Based, like all previous Scenics, on the concurrent Megane, the Renault Grand Scenic has a torsion beam rear axle and MacPherson struts at the front attached to what Renault calls a horned subframe. In essence it means a front structure that is more rigidly located than in the previous car, to give a firmer base for the suspension and, more significantly, improve steering precision – something some modern, electrically power-assisted Renaults particularly lack.
Some cars seamlessly blend the two dynamic elements implied by this section’s headline, gliding effortlessly across bumps and rough surfaces yet retaining an impressive composure when asked to pitch into a corner at speed. The Grand Scenic is not one of those cars.
Instead, it cuts this section neatly into two. Its ride is very good – pillowy over low-speed lumps and thumps, aided not just by its fulsome kerb weight but also by modestly wide tyres on fairly tall sidewalls. As such, the suspension can be set tightly enough without harming its secondary ride across high-frequency surface imperfections, yet it controls the Scenic's body movements well across large dips and crests.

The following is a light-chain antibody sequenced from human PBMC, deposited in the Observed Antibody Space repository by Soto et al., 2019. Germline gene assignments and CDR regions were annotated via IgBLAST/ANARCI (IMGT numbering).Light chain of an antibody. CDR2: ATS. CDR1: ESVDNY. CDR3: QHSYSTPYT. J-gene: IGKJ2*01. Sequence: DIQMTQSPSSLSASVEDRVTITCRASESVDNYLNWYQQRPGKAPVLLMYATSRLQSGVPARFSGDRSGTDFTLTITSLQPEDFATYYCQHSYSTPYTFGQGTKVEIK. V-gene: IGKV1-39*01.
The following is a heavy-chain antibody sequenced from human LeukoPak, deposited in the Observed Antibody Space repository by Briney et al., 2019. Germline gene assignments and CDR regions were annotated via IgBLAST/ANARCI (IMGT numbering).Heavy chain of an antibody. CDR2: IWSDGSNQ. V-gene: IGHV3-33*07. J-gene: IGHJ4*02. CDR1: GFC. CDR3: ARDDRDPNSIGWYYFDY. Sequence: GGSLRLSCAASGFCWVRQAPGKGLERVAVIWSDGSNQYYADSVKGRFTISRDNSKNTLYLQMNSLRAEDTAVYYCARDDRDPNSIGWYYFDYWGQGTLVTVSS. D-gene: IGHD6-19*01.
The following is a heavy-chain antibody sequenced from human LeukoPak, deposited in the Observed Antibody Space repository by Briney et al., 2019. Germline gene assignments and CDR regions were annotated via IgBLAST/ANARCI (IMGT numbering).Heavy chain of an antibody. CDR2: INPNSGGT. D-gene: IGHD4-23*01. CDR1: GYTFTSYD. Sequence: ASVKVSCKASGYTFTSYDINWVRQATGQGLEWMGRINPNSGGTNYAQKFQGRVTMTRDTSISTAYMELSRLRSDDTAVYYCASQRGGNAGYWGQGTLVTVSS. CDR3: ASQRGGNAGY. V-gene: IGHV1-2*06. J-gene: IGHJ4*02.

The suspension is not so tight, however, that the Grand Scenic is immune to the effects of crosswinds, which it is not keen on at all. If you ask a lot of its dynaamic abilities the Grand Scenic does what it can, steering more consistently than many recent Renaults, but there’s still little feedback through the helm and the Grand Scenic finds itself out of its depth more quickly than, say, a Ford C-Max would in the same situation.
However, given the lack of finesse in the ride of some late Renaults, we’ll gladly trade the Grand Scenic’s shortcomings in agility for the comfort it affords its occupants.